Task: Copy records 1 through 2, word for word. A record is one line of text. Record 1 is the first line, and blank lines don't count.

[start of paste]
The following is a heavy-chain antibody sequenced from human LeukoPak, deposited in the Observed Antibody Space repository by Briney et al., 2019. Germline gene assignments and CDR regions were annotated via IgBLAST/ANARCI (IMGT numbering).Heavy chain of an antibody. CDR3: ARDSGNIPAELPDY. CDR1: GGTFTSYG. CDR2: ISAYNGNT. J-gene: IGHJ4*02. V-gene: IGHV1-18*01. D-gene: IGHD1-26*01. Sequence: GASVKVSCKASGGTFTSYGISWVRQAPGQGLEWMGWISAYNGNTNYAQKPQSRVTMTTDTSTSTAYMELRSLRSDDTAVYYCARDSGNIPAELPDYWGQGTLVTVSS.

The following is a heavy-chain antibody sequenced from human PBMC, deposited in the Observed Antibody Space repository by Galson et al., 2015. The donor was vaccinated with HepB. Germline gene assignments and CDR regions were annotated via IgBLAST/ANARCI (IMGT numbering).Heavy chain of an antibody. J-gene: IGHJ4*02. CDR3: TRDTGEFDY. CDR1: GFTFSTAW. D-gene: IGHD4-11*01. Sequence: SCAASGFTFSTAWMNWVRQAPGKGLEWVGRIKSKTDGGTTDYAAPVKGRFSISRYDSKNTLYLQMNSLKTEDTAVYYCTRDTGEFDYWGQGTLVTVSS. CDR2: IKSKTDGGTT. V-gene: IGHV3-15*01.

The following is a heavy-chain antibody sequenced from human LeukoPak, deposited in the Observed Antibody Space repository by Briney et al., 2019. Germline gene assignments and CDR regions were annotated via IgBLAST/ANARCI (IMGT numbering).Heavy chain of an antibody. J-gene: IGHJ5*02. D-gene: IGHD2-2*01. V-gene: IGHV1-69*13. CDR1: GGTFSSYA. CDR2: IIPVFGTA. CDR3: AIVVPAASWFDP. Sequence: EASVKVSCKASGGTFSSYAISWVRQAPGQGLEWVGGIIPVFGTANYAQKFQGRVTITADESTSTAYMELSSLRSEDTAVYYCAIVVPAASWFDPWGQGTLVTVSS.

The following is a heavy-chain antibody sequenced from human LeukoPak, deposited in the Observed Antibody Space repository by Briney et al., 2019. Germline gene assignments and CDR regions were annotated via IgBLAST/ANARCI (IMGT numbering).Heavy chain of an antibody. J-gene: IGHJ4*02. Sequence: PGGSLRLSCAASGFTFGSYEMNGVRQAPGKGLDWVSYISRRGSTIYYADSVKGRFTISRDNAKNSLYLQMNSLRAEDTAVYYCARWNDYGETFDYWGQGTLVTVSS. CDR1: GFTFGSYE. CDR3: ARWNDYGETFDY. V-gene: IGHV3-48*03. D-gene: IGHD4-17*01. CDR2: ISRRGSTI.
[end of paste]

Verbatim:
The following is a heavy-chain antibody sequenced from human LeukoPak, deposited in the Observed Antibody Space repository by Briney et al., 2019. Germline gene assignments and CDR regions were annotated via IgBLAST/ANARCI (IMGT numbering).Heavy chain of an antibody. CDR3: ARDSGNIPAELPDY. CDR1: GGTFTSYG. CDR2: ISAYNGNT. J-gene: IGHJ4*02. V-gene: IGHV1-18*01. D-gene: IGHD1-26*01. Sequence: GASVKVSCKASGGTFTSYGISWVRQAPGQGLEWMGWISAYNGNTNYAQKPQSRVTMTTDTSTSTAYMELRSLRSDDTAVYYCARDSGNIPAELPDYWGQGTLVTVSS.

The following is a heavy-chain antibody sequenced from human PBMC, deposited in the Observed Antibody Space repository by Galson et al., 2015. The donor was vaccinated with HepB. Germline gene assignments and CDR regions were annotated via IgBLAST/ANARCI (IMGT numbering).Heavy chain of an antibody. J-gene: IGHJ4*02. CDR3: TRDTGEFDY. CDR1: GFTFSTAW. D-gene: IGHD4-11*01. Sequence: SCAASGFTFSTAWMNWVRQAPGKGLEWVGRIKSKTDGGTTDYAAPVKGRFSISRYDSKNTLYLQMNSLKTEDTAVYYCTRDTGEFDYWGQGTLVTVSS. CDR2: IKSKTDGGTT. V-gene: IGHV3-15*01.